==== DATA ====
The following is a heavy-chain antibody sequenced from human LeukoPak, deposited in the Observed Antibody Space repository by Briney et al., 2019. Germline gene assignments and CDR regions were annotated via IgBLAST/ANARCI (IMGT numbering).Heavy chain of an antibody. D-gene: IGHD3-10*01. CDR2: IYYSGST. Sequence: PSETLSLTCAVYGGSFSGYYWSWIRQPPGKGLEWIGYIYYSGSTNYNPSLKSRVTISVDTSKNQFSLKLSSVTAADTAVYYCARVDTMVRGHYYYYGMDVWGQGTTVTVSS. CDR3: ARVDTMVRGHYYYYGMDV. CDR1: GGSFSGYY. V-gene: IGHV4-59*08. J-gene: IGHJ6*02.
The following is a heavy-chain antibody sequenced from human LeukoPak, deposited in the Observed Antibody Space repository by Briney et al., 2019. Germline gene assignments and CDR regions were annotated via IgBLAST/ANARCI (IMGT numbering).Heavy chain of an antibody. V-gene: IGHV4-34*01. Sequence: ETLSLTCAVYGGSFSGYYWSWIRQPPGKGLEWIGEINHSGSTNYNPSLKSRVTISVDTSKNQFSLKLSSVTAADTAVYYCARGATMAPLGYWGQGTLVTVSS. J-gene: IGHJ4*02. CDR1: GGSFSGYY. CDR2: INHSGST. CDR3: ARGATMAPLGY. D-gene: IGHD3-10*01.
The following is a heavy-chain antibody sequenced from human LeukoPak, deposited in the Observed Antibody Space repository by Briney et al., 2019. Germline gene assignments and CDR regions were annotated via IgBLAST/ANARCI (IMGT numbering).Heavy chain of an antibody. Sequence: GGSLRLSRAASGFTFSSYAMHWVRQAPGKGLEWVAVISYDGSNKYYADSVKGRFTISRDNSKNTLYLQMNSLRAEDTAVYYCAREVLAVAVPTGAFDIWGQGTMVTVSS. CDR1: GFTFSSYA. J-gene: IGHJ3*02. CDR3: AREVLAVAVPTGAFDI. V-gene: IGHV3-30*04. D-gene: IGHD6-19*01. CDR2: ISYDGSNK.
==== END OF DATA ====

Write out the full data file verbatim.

The following is a heavy-chain antibody sequenced from human LeukoPak, deposited in the Observed Antibody Space repository by Briney et al., 2019. Germline gene assignments and CDR regions were annotated via IgBLAST/ANARCI (IMGT numbering).Heavy chain of an antibody. D-gene: IGHD3-10*01. CDR2: IYYSGST. Sequence: PSETLSLTCAVYGGSFSGYYWSWIRQPPGKGLEWIGYIYYSGSTNYNPSLKSRVTISVDTSKNQFSLKLSSVTAADTAVYYCARVDTMVRGHYYYYGMDVWGQGTTVTVSS. CDR3: ARVDTMVRGHYYYYGMDV. CDR1: GGSFSGYY. V-gene: IGHV4-59*08. J-gene: IGHJ6*02.
The following is a heavy-chain antibody sequenced from human LeukoPak, deposited in the Observed Antibody Space repository by Briney et al., 2019. Germline gene assignments and CDR regions were annotated via IgBLAST/ANARCI (IMGT numbering).Heavy chain of an antibody. V-gene: IGHV4-34*01. Sequence: ETLSLTCAVYGGSFSGYYWSWIRQPPGKGLEWIGEINHSGSTNYNPSLKSRVTISVDTSKNQFSLKLSSVTAADTAVYYCARGATMAPLGYWGQGTLVTVSS. J-gene: IGHJ4*02. CDR1: GGSFSGYY. CDR2: INHSGST. CDR3: ARGATMAPLGY. D-gene: IGHD3-10*01.
The following is a heavy-chain antibody sequenced from human LeukoPak, deposited in the Observed Antibody Space repository by Briney et al., 2019. Germline gene assignments and CDR regions were annotated via IgBLAST/ANARCI (IMGT numbering).Heavy chain of an antibody. Sequence: GGSLRLSRAASGFTFSSYAMHWVRQAPGKGLEWVAVISYDGSNKYYADSVKGRFTISRDNSKNTLYLQMNSLRAEDTAVYYCAREVLAVAVPTGAFDIWGQGTMVTVSS. CDR1: GFTFSSYA. J-gene: IGHJ3*02. CDR3: AREVLAVAVPTGAFDI. V-gene: IGHV3-30*04. D-gene: IGHD6-19*01. CDR2: ISYDGSNK.